4/28/202321 min read

Gambling in Jewish Law

Gambling is a major growth industry in our era. Casinos, lotteries and slot machines are big business. This short article will try to examine the halachic ramifications of gambling.

Many Jews, even sensible and decent people may be involved in gambling infrequently, especially since numerous high class resorts often combine hotel facilities with gaming rooms and casinos.

Under discussion will be many of the traditional sources that bear on this topic directly and also some of the broader philosophical issues that may be involved. Some of the issues raised have major ramifications as to how a person may conduct himself in general aside from the issue of gambling.

The topics that will be discussed include the following:

a) The Halachic prohibitions involved in gambling.

1. Robbery

2. Not engaging in productive labor.

b) Related issue

1. Vows and Gambling.

c) The Philosophic prohibitions involved in gambling.

1. The slippery slope.

2. Lack of ‘holy’ behaviour.

3. Wasting time.

4. Bitul Talmud Torah.

5. Peace at home.

6. Wasting of financial resources.

The Halachic Prohibitions involved in Gambling

The Mishnah in two separate places addresses the issue of the worth of a gambler’s testimony in a Jewish court of law.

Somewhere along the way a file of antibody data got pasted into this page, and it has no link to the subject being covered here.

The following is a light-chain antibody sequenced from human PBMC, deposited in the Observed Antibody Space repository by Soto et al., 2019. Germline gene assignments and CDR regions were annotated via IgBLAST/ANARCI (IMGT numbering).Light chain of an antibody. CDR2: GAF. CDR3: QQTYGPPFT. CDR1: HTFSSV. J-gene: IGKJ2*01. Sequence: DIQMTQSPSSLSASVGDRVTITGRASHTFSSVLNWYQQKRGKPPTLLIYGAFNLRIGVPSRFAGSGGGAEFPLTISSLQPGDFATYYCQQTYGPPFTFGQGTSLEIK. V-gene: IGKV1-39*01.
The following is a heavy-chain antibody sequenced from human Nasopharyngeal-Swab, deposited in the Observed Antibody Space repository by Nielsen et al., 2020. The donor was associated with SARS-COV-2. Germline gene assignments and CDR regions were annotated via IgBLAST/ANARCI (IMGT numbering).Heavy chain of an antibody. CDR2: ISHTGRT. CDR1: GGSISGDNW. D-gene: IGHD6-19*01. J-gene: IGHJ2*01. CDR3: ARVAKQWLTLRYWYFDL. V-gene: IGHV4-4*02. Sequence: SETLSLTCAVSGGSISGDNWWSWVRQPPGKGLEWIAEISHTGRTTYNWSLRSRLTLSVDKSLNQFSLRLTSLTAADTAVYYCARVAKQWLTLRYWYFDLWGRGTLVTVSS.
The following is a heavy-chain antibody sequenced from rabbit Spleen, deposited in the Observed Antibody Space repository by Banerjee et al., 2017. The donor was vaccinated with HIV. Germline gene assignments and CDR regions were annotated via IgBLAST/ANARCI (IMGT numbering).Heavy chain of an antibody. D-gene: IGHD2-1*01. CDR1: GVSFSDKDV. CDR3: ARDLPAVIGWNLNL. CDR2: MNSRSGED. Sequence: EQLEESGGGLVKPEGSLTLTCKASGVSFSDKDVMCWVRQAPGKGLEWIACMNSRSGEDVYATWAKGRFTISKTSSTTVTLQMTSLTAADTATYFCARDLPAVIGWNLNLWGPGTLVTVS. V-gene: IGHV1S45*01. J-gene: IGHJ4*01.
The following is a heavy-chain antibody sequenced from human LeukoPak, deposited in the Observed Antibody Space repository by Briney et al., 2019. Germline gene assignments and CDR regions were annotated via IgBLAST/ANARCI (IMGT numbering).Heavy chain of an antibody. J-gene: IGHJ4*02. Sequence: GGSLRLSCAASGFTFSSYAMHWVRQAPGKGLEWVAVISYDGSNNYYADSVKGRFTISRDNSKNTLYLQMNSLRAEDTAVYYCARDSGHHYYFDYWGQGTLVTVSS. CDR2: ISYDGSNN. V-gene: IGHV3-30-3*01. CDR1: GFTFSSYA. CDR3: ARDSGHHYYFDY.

Tractate Rosh Hashanah Chapter 1 Mishnah 8 lists those that are disqualified from giving testimony about the ‘new moon’. Among others that are mentioned are two categories of people that concern us.

(a) ‘Mesahakei Kubia’ literally dice players or gamblers.1

(b) ‘Mafrihe Yonim’ literally pigeon-fliers or pigeon racers.

Both categories are disqualified to give testimony about the new moon in the Beth Din - the Jewish Court.2

In Talmud Sanhedrin another Mishnah, in which there is a debate between the Hakhamim (Rabbis) and Rabbi Yehuda dealing with the ineligibility of these two categories of individuals from being judges or giving testimony3 in monetary cases is quoted as follows:

These are the ones ineligible to be judges or witnesses: One who plays with dice…pigeon fliers…Rabbi Yehudah said "When are dice-players ineligible to adjudicate or testify? When they have no trade but this, but if they have a trade besides this they are eligible."